A Canadian-Ukrainian in Kyiv – Part 4: Financing

Everyone around the world now knows of the destruction and damage caused by Russian forces in Ukraine. Ukrainians have fittingly provided a constant stream of war crimes, missile attacks and human rights violations committed by the aggressor, the Russian Federation and its billionaire oligarchs.  

Everything destroyed must be rebuilt and the cost of rebuilding shattered homes and infrastructure will be an immense financial burden that must be borne by someone. Thanks to blatant disregard for international law and human rights shamefully displayed on platforms like Facebook, Instagram and Telegram, the case against Russia seems a lock. However, an International Court of Justice ruling could take years or even decades, and Ukraine certainly can’t wait that long for resurrection. To restore Ukraine to some form of pre-war normalcy, the process must begin now, and that means money and lots of it. Indeed, 

For appropriate reparations and rebuilding to be successful there are many moving parts that need to be coordinated. 

Where does the money come from?

Ideally, the ill-gotten gains of the Russian Federation’s super-rich oligarchs can be liquidated and transformed into funding. However, as I noted last time (INSERT PART 3 LINK), this process is complicated and fraught with delays. Fortunately, there are some creative ways which could provide immediate funding while a case for reparations makes its way through the courts.

The first steps have already been taken by the UN recently adopting a resolution calling for Russia to pay reparations for damage inflicted on Ukraine. While this resolution is not binding, it’s a strong rebuke to any aggressor showing that if you invade another sovereign nation, you will be made to pay. 

Social Bonds to the rescue

Former U.S. Ambassador-at-large for War Crimes, David Scheffer has proposed an innovative solution involving private money to support humanitarian efforts through investing in a Social Bond. 

Social bonds recently became exceptionally important particularly in Europe, to stave off the enormous economic impact of the COVID-19 pandemic.

A Social bond requires a reputable institution to issue the bond to raise funding for health care, environmental, or humanitarian priorities, and to collateralize the bond either with assets or backed by the guarantee of one or more Category A (AAA, AA, or A) sovereign credit nations.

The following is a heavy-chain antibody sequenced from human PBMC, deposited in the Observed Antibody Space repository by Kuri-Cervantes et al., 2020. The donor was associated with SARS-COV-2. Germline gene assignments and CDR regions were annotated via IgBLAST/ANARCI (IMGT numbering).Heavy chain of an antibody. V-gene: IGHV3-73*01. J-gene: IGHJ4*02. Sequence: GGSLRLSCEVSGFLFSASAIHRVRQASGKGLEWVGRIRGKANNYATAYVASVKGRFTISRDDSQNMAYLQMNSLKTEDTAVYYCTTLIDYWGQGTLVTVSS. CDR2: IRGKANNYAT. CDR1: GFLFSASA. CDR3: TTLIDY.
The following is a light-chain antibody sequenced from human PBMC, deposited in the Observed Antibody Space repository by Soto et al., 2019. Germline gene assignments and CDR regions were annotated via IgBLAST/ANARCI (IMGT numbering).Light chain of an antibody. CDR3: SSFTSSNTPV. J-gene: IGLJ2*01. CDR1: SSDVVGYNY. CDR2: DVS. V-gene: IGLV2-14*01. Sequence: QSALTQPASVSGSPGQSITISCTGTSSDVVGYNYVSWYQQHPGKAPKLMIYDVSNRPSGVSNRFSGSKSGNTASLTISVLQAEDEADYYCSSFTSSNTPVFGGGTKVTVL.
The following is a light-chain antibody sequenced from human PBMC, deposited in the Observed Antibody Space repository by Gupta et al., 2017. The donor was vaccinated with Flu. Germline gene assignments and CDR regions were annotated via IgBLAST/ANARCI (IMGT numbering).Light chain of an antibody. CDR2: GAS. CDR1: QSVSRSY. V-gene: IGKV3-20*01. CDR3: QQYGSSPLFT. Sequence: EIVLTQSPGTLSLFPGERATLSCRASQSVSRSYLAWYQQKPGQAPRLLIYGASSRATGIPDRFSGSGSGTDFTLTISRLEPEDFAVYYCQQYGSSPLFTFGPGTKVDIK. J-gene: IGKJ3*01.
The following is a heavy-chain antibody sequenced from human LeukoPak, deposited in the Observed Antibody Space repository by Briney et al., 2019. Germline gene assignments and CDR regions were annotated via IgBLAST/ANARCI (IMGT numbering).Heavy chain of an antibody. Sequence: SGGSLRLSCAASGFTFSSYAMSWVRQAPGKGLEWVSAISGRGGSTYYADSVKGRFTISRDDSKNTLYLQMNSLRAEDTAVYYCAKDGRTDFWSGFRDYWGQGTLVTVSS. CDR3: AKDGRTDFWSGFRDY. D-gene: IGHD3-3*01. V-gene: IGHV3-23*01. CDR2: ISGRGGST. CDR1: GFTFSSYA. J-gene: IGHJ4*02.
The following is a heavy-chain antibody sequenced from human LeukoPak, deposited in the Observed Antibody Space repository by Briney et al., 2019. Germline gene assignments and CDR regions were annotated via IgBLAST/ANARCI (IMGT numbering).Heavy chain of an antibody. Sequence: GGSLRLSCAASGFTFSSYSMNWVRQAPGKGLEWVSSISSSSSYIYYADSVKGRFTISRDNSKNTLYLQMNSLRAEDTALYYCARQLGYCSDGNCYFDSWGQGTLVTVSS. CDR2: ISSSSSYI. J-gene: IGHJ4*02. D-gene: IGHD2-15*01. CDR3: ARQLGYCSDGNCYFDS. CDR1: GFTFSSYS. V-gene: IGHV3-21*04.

The social bond could be structured for maximum immediate impact with a substantial reservoir of funds to invest in large scale housing reconstruction. This would be viewed as a major factor in restoring the nation’s economic stability, habitability and growth, and thus attract sovereign participation in a guaranteed instrument for positive social outcomes.”

A consortium of international investment banks could issue social bonds corresponding to the amount of seized foreign currency reserves of the Russian Federation held in western banks. There is reputed to be $300 billion or more in Russian foreign currency reserves frozen in central banks round the world. So, if a social bond worth $300 billion were issued to support the reconstruction of Ukraine, Western governments holding the frozen Russian currency could guarantee the bond in proportion to the amount of reserves they hold. Canada for example, could guarantee $16 billion worth because it has already frozen $16 billion of Russian reserves.

A Social bond with a 30-year term would give plenty of time for Ukraine to make their case to the ICOJ and win a judgement against the Russian Federation. Once the ICOJ rules in Ukraine’s favour, countries like Canada simply pass the Russian funds to the private investors who provided the much needed immediate cash infusion for the rebuilding of Ukraine.

Seize the day

A long-term social bond would also give countries time to determine how to navigate international law and seize the Russian reserves in advance of an ICOJ ruling. Special legislation like Canadian Senator Ratna Omidvar’s Special Economic Sanctions amendmenthas provided a mechanism to liquidate sanctioned assets of an aggressor. Using Russian money to pay restitution is undoubtedly the preferred solution for western taxpayers feeling the fatigue of footing the bill for the defence of Ukraine. 

No matter how the money gets to Ukraine, it needs to get there soon. 13 million Ukrainians have been displaced and they all want to get home as soon as possible. Without innovate solutions like Ambassador Scheffer’s social bonds, they may never have a home to return to. After all, Ukrainians have been dying in defence of Europe and democracy for over nine months now and the least we can do is think creatively about helping them have a home to return to when the war is over.